After reaching the top of the mountain that stands at the center of the island (1040 ft), on the other side of the island we had a close-up encounter with reticulated giraffes. But the highlight of the safari was for certain getting to know the 3 cheetahs that roam the park (5 more will soon be coming). With an initial jump start of 7 meters, they can reach 120 km/h in 3 seconds and are really elegant and impressive felines. Two of them are brothers, Gabriel and Gibbs; you will easily recognize Gibbs from his limping. They are the perfect example of teamwork, with Gabriel running to catch the prey and Gibbs doing the killing. The third cheetah is Cuba, he lives by himself since he is not related to the other two and the Park wants to avoid fights among these endangered predators.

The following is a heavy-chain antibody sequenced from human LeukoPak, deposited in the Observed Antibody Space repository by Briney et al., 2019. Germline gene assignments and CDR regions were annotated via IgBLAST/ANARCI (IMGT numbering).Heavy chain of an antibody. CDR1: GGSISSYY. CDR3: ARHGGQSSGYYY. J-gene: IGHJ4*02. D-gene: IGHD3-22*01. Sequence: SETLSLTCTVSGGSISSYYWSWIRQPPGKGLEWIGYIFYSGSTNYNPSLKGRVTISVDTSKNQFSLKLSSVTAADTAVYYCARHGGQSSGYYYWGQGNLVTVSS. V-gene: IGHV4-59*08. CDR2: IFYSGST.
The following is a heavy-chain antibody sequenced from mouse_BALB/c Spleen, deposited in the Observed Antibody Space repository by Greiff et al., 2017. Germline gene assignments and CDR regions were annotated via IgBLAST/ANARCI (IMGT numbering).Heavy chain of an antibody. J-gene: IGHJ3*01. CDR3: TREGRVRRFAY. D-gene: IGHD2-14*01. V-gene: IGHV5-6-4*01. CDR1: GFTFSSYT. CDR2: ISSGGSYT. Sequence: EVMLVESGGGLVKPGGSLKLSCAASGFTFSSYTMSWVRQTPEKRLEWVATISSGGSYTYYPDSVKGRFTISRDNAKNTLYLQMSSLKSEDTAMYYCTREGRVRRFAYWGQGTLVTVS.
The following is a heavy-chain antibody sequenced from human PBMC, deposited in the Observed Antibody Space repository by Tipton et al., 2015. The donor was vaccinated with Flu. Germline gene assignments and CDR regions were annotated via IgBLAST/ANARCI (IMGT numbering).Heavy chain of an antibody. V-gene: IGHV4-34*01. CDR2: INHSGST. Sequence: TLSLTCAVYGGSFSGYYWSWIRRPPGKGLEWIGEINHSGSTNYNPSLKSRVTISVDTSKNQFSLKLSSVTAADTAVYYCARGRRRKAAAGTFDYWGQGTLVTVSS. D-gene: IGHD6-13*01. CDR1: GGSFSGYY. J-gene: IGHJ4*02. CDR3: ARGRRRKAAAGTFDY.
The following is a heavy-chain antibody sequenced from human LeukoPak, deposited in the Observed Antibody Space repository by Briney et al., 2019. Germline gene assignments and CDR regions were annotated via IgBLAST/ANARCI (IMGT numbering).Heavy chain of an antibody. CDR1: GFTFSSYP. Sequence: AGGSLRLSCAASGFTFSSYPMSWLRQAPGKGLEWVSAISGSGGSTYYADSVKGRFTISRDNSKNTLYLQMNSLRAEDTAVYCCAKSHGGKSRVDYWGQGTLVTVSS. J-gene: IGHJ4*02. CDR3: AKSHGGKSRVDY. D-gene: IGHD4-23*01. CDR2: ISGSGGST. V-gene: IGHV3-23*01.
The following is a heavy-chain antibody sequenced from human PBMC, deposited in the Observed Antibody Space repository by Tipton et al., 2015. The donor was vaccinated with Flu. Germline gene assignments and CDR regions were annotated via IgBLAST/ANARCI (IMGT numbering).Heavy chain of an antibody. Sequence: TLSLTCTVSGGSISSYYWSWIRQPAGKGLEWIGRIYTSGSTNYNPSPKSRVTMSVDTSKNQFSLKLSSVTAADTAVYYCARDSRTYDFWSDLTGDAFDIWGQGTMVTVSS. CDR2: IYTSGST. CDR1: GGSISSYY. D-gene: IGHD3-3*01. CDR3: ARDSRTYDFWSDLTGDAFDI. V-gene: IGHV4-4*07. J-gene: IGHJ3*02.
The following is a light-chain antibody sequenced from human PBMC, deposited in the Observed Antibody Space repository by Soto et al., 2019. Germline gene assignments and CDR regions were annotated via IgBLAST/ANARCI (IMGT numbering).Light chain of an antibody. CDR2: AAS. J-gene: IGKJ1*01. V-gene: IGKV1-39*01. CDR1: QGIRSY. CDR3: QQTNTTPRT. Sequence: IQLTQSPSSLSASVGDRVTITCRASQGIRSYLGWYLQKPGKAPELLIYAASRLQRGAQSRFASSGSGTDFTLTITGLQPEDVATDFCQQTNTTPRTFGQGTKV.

• Bologna

    Bologna

    History

    The first settlements of Bologna date back to the first millennium BC, years in which it represented an important center for Etruscans and Celts. The two names of the city, Bologna and Felsina, originate respectively from the Celtic “Bona” (fortified center) and from the Etruscan “Fetzna”. The Romans dominated Bologna from 189 BC until the fall of the Empire. In 774 the city was conquered by Charlemagne who handed it over to the Pope. In 1115 it became a municipality, and in the XI-XII century its economy exploded thanks to the system of canals and the silk trade. In 1257 it was the first Italian municipality to promulgate the “Liber Paradisus” with which slavery was abolished, and slaves were bought with public money and freed.